Will the show be largely improvised or material-based? What kind of show can people expect?
A combination of both. My best shows are when I’m so connected with the audience, that I’m riffing, in the moment, on the state of my mind. I’m constantly letting off steam. I’m one of these guys with a built-up angst. I’m a New Yorker trapped in LA. I have all this angst and it comes out on the stage and if the audience is really into me, stuff will just start coming out. I have a defined set list too, but well see how much I get to.

Steven Feinartz made a feature-length documentary about you in 2012. The Bitter Buddha. You must be proud that exists.
It was a bizarre experience because it’s all me, and it’s all about me and it’s a very intimate thing. So it’s tough to watch sometimes. But I am proud of it. It’s a wild thing to have a documentary made about you. I recommend it.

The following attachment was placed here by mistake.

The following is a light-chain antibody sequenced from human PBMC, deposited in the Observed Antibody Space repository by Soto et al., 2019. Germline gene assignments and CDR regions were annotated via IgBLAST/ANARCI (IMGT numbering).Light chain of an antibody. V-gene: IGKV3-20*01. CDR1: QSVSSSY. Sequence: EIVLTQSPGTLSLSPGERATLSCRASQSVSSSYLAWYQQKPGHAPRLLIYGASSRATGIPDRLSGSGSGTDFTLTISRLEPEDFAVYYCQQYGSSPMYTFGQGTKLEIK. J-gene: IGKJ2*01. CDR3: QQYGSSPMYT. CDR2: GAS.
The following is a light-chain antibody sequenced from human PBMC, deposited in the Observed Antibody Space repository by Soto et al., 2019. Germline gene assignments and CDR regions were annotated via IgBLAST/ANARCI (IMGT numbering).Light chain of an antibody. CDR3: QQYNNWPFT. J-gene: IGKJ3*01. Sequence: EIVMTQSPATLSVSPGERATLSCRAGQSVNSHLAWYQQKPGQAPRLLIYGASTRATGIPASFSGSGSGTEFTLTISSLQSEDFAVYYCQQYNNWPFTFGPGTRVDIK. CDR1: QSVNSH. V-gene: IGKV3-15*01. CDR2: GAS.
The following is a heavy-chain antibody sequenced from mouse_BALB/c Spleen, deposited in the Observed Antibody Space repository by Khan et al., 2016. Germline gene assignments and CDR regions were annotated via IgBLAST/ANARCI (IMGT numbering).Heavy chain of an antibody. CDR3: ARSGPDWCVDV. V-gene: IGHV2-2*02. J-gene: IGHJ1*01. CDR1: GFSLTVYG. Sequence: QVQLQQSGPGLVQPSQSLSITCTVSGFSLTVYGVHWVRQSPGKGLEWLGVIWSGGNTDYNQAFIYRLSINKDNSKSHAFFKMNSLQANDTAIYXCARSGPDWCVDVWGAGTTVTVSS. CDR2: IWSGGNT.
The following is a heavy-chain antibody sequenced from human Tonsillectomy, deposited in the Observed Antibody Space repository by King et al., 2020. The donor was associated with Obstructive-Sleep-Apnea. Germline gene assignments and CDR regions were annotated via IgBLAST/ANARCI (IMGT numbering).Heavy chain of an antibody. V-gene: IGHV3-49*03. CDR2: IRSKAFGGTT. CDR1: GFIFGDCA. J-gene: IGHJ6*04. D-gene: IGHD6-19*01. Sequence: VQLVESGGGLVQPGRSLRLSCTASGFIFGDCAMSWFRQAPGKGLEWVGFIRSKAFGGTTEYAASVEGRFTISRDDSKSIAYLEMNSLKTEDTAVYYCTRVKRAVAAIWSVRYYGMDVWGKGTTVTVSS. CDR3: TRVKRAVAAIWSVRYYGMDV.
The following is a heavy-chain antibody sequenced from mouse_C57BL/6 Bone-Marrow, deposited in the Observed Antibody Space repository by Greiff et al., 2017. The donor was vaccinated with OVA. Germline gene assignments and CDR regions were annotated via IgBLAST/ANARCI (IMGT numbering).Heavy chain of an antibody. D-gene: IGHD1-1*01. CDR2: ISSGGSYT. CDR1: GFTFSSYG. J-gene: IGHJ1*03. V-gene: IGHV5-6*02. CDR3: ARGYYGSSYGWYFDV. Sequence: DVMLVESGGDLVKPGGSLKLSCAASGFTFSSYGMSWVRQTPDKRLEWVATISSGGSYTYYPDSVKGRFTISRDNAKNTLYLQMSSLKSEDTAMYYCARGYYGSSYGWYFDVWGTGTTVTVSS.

The “angry guy” is a classic trope of stand-up. But you’re atypically angry. You’re savvy and knowing. Call it a therapized rage. Where does the rage stop and the self-knowledge begin?
I try to make a point with my anger. I don’t just vent with it. I use my anger to make statements about anger. I make it a cartoonish rage. When I’m on stage, I’m actually the opposite of angry. I’m kind of in a blissful setting and I can deal with my anger in an insightful way. Ultimately, rage is a waste of energy. It drains me, so I am highly therapized about it.

People call you a comic’s comic. How do you feel about that label?
Hmmm. You know, I like it. I like getting the respect of my peers. But usually attached to that label is “not great mainstream success.” I like the fact that other comics like to see me perform. There’s no greater honor, in a way. But on the other hand, I know that a lot of people equate it with not being successful. And that’s a little annoying.